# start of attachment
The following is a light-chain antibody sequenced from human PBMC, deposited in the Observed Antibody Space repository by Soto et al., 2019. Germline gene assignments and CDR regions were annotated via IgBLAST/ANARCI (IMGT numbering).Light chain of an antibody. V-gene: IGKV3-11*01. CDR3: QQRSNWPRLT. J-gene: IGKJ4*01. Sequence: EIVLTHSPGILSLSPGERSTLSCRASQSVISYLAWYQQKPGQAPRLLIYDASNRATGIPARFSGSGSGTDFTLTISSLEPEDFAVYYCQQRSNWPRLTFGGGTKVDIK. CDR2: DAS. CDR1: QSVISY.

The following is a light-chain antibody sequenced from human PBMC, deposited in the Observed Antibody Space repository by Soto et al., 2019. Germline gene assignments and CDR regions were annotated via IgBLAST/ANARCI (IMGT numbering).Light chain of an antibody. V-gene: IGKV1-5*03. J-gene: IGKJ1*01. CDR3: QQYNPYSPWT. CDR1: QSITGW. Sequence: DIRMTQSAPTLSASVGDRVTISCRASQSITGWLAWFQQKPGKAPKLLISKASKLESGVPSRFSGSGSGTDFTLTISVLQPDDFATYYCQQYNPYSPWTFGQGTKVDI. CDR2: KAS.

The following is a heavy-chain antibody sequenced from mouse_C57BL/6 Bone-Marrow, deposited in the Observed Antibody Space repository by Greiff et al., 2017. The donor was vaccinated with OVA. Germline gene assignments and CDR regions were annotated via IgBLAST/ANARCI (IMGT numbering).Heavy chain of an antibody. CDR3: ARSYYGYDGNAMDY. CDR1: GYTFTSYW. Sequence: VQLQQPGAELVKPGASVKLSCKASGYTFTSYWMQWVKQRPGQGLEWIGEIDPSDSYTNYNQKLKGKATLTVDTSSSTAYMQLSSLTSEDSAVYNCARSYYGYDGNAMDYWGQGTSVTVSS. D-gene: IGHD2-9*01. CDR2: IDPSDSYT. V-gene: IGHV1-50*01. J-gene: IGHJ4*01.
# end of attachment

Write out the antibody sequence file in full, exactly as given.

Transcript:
The following is a light-chain antibody sequenced from human PBMC, deposited in the Observed Antibody Space repository by Soto et al., 2019. Germline gene assignments and CDR regions were annotated via IgBLAST/ANARCI (IMGT numbering).Light chain of an antibody. V-gene: IGKV3-11*01. CDR3: QQRSNWPRLT. J-gene: IGKJ4*01. Sequence: EIVLTHSPGILSLSPGERSTLSCRASQSVISYLAWYQQKPGQAPRLLIYDASNRATGIPARFSGSGSGTDFTLTISSLEPEDFAVYYCQQRSNWPRLTFGGGTKVDIK. CDR2: DAS. CDR1: QSVISY.

The following is a light-chain antibody sequenced from human PBMC, deposited in the Observed Antibody Space repository by Soto et al., 2019. Germline gene assignments and CDR regions were annotated via IgBLAST/ANARCI (IMGT numbering).Light chain of an antibody. V-gene: IGKV1-5*03. J-gene: IGKJ1*01. CDR3: QQYNPYSPWT. CDR1: QSITGW. Sequence: DIRMTQSAPTLSASVGDRVTISCRASQSITGWLAWFQQKPGKAPKLLISKASKLESGVPSRFSGSGSGTDFTLTISVLQPDDFATYYCQQYNPYSPWTFGQGTKVDI. CDR2: KAS.

The following is a heavy-chain antibody sequenced from mouse_C57BL/6 Bone-Marrow, deposited in the Observed Antibody Space repository by Greiff et al., 2017. The donor was vaccinated with OVA. Germline gene assignments and CDR regions were annotated via IgBLAST/ANARCI (IMGT numbering).Heavy chain of an antibody. CDR3: ARSYYGYDGNAMDY. CDR1: GYTFTSYW. Sequence: VQLQQPGAELVKPGASVKLSCKASGYTFTSYWMQWVKQRPGQGLEWIGEIDPSDSYTNYNQKLKGKATLTVDTSSSTAYMQLSSLTSEDSAVYNCARSYYGYDGNAMDYWGQGTSVTVSS. D-gene: IGHD2-9*01. CDR2: IDPSDSYT. V-gene: IGHV1-50*01. J-gene: IGHJ4*01.